Monday, 30 July 2018

Feeling anxious and irritable? Your daily coffee fix could be to blame

It is most people’s favourite way to start the morning: with a hot coffee in hand. Coffee has become a handy sidekick that gives an extra boost to tackle the day.

A recent rise in temperature (not related to the current heatwave), frequent bathroom breaks, dehydration, dizziness and headaches are signs you could be taking your daily java intake too far. A racing heart, restlessness, anxiety, irritability and trembles are also symptoms of the 6% of Brits who over-caffeinate daily.

So how is it possible to build a dependency? Coffee is a common stimulant that increases adrenalin in the body, making you feel awake and energetic. When enjoyed in moderate amounts, coffee helps you focus and feel mentally alert.

Unsure whether you are part of the population that relies too heavily on a caffeinated routine? It is perfectly safe – and may even be healthy for you – to enjoy between 300 – 400mg of coffee a day. This translates to two medium sized coffees.

Note: Tea has more caffeine than coffee when unmade. But, when tea is made, caffeine is left in the tea leaves than in the liquid. So, do not steep the tea leaves for ages if you do not want to have more caffeine.


Lesson from Wild Boars' rescue

How to minimise pancreatic cancer risk

The pancreas is a small two-part glandular organ - about 18cm long and 4cm wide - lying in the upper abdomen behind the stomach. It performs two vital functions. One part of the gland is a source of digestive enzymes and the other part produces the hormones insulin and glucagon that control blood levels of glucose and fatty acids.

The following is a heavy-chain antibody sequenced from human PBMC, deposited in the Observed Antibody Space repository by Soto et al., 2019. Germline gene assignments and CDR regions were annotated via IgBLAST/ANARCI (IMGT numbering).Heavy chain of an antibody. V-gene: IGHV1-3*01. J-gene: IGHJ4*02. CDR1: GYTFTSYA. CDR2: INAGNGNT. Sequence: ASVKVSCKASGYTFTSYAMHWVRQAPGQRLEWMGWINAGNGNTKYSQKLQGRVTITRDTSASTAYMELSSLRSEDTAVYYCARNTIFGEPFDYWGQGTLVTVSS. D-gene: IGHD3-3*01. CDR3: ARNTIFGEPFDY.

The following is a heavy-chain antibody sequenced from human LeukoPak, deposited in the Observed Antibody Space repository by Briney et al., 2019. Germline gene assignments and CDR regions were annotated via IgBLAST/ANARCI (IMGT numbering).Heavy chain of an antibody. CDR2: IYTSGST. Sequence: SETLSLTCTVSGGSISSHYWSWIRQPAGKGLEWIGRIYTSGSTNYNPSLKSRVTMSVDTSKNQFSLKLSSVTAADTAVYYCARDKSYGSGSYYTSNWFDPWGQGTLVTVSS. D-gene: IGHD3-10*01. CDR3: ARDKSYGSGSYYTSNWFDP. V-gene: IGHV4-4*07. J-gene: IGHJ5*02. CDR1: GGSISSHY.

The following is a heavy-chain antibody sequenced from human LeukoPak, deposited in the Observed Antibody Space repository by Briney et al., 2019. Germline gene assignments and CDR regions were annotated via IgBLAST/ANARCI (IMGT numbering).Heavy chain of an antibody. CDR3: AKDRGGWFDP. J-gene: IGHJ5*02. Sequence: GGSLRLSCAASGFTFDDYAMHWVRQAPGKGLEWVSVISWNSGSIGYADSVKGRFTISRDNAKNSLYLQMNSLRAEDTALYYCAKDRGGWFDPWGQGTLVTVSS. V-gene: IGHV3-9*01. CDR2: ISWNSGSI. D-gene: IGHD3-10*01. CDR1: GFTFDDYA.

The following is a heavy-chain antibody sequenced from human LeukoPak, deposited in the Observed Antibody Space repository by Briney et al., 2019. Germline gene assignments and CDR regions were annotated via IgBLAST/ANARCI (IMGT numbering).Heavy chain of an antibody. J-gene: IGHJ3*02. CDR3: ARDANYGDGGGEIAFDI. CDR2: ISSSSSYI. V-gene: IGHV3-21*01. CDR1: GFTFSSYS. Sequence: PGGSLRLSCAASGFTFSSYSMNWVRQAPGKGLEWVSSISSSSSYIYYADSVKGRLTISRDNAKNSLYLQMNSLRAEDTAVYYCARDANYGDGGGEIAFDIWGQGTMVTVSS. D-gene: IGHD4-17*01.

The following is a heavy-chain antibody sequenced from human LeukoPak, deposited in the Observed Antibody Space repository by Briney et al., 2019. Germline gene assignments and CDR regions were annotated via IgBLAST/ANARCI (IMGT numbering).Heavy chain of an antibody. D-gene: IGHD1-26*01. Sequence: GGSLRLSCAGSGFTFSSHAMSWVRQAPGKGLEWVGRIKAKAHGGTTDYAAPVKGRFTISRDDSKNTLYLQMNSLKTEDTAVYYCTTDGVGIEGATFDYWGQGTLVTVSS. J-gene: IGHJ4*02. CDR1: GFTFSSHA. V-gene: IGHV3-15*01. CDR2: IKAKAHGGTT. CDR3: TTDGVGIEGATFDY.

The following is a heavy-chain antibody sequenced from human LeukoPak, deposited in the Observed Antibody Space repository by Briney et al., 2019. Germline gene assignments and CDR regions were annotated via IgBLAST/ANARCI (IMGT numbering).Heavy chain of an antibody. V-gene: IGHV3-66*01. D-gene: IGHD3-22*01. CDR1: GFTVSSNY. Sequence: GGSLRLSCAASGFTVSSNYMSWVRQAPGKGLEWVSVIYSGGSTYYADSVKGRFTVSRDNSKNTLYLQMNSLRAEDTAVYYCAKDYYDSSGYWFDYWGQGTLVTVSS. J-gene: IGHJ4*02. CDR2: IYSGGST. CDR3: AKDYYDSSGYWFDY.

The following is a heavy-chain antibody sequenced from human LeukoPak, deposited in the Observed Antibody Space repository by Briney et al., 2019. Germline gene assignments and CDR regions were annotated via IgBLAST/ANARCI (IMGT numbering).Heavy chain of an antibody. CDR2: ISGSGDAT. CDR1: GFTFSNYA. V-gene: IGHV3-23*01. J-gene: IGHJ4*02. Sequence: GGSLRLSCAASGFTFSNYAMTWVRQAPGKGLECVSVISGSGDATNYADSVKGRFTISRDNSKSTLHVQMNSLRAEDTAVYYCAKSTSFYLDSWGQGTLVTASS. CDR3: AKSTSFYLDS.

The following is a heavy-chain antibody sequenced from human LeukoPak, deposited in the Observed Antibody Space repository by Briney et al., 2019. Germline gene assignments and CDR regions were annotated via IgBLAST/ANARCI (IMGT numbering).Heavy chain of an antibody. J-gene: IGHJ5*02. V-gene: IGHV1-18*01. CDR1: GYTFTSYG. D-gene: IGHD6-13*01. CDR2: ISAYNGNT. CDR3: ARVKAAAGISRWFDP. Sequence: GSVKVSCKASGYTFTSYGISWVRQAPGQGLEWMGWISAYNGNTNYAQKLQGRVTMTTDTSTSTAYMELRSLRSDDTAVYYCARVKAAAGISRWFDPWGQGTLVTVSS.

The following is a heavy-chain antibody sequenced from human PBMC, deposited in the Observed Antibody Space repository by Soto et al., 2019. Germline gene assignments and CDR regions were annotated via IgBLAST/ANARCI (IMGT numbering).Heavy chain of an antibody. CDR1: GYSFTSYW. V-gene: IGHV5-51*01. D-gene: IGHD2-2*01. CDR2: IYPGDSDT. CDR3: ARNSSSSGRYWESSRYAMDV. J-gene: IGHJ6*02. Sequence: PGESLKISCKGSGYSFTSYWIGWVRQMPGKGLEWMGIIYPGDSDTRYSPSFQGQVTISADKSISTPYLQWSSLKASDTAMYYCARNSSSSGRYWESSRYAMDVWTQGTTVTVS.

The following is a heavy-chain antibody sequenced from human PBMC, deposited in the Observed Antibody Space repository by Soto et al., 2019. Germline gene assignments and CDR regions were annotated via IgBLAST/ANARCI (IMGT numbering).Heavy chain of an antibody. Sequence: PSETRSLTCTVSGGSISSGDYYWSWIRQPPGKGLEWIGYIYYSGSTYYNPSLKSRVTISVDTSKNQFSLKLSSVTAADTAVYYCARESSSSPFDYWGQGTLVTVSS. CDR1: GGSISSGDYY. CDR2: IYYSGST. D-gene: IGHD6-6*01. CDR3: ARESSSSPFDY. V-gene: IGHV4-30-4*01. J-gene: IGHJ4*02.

Pancreatic cancer is still rare but it is one of the deadliest because symptoms almost never develop until the disease is advanced and incurable.

Some known risk factors for pancreatic cancer are beyond an individual’s control: Older age, being an African-American or Ashkenazi Jew, and having two or more first-degree relatives (parents or siblings) who have had the cancer.

But it is the modifiable risk factors that are currently of greatest concern. Aside from tobacco smoking, which accounts for 20% to 25% of pancreatic cancers even as this risk factor continues to decline, the main risks for pancreatic cancer cases and deaths are obesity, type 2 diabetes and metabolic syndrome, all of which have risen to epidemic levels in recent years.

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A few beers a week could help men start a family

Men hoping to become fathers are often advised to avoid alcohol for fear of harming their fertility.

But a study suggests a few small beers a week or bottle of wine may actually help men start a family.

Italian researchers who asked 323 men about their alcohol consumption found moderate drinkers had a better sperm count.

Dr Elena Ricci, who led the research, said: 'We found that men who consumed four to seven units per week had higher semen volume and total sperm count than those who drank less or more than that. We concluded that moderate alcohol intake appears positively associated to semen quality, in this group of men.